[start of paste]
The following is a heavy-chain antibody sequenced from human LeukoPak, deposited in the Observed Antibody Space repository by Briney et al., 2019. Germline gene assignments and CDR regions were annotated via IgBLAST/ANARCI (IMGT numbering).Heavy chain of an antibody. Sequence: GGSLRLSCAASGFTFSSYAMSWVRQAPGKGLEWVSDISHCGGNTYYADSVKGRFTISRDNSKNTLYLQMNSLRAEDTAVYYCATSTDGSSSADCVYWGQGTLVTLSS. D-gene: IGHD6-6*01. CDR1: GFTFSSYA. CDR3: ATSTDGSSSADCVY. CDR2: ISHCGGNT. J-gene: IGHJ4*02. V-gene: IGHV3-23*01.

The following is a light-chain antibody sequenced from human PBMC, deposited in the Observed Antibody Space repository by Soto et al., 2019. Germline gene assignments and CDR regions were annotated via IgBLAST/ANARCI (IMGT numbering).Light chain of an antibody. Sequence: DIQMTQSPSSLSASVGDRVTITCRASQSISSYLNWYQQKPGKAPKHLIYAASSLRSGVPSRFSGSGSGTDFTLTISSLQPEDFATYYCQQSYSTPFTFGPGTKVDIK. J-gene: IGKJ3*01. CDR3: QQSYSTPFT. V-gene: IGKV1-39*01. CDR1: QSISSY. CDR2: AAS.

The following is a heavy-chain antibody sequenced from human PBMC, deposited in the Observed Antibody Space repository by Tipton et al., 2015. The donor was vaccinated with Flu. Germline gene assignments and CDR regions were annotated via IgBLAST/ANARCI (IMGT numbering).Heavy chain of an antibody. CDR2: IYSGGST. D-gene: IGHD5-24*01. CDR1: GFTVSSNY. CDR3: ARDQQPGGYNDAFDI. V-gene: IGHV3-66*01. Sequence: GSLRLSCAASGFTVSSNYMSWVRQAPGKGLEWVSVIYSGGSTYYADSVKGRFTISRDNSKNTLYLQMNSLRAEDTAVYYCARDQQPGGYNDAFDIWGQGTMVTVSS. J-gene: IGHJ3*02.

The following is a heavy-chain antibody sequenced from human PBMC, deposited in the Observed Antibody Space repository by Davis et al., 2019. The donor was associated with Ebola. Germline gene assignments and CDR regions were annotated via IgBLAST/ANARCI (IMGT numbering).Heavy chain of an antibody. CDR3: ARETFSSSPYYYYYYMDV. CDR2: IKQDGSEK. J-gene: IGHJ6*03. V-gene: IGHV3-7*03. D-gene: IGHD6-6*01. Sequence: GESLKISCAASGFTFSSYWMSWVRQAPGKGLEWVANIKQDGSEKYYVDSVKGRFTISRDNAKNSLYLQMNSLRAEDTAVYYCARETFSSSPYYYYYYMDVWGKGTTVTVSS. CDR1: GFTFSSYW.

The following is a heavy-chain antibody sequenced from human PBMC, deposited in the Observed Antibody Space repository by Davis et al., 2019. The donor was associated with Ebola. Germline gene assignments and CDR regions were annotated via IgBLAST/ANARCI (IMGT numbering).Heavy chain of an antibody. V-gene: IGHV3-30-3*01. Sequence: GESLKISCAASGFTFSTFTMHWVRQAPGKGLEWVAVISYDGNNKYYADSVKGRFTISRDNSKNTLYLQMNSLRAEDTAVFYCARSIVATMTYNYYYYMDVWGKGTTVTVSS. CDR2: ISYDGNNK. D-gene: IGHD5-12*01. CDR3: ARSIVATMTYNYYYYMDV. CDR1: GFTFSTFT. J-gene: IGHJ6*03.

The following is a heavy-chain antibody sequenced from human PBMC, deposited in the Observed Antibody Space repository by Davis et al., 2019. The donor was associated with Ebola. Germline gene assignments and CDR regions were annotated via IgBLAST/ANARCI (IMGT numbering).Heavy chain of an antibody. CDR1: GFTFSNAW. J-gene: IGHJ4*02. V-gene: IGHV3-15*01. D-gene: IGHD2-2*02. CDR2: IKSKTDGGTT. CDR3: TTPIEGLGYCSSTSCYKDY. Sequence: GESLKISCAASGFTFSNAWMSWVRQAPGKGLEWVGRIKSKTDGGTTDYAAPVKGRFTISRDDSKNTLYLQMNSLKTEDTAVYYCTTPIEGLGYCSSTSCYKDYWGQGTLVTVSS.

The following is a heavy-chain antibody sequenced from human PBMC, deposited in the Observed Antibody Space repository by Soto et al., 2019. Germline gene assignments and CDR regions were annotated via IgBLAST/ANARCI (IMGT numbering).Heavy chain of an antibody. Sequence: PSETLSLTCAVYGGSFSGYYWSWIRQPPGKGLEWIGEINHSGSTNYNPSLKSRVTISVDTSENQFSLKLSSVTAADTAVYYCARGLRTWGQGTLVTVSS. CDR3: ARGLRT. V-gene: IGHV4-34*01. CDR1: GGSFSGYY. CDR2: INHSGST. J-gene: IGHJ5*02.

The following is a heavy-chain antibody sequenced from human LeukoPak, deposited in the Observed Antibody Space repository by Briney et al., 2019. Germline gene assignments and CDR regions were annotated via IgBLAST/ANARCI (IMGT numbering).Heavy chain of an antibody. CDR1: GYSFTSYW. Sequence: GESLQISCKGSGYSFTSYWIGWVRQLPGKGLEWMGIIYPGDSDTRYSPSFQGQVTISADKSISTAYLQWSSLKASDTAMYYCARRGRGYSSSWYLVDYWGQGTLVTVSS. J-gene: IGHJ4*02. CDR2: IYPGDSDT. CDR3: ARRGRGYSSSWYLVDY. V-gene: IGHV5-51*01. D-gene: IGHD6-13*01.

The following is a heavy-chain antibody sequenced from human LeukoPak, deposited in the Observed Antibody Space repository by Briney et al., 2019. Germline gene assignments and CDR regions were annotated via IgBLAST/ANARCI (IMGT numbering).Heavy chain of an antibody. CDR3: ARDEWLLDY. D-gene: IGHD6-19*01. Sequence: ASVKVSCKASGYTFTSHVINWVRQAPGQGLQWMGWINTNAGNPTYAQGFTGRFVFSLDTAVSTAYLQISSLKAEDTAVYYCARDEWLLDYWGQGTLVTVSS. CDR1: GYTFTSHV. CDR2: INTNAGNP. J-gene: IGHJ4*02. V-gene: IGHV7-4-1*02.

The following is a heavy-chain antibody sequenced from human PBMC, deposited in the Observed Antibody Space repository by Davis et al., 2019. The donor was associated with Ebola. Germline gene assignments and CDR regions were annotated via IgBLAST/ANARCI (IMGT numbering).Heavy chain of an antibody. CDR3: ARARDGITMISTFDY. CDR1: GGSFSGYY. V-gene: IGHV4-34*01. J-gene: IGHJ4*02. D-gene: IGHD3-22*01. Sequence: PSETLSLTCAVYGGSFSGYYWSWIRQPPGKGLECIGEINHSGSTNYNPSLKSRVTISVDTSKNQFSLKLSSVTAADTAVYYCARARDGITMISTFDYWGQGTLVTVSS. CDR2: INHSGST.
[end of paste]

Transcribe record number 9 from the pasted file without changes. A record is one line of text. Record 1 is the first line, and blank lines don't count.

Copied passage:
The following is a heavy-chain antibody sequenced from human LeukoPak, deposited in the Observed Antibody Space repository by Briney et al., 2019. Germline gene assignments and CDR regions were annotated via IgBLAST/ANARCI (IMGT numbering).Heavy chain of an antibody. CDR3: ARDEWLLDY. D-gene: IGHD6-19*01. Sequence: ASVKVSCKASGYTFTSHVINWVRQAPGQGLQWMGWINTNAGNPTYAQGFTGRFVFSLDTAVSTAYLQISSLKAEDTAVYYCARDEWLLDYWGQGTLVTVSS. CDR1: GYTFTSHV. CDR2: INTNAGNP. J-gene: IGHJ4*02. V-gene: IGHV7-4-1*02.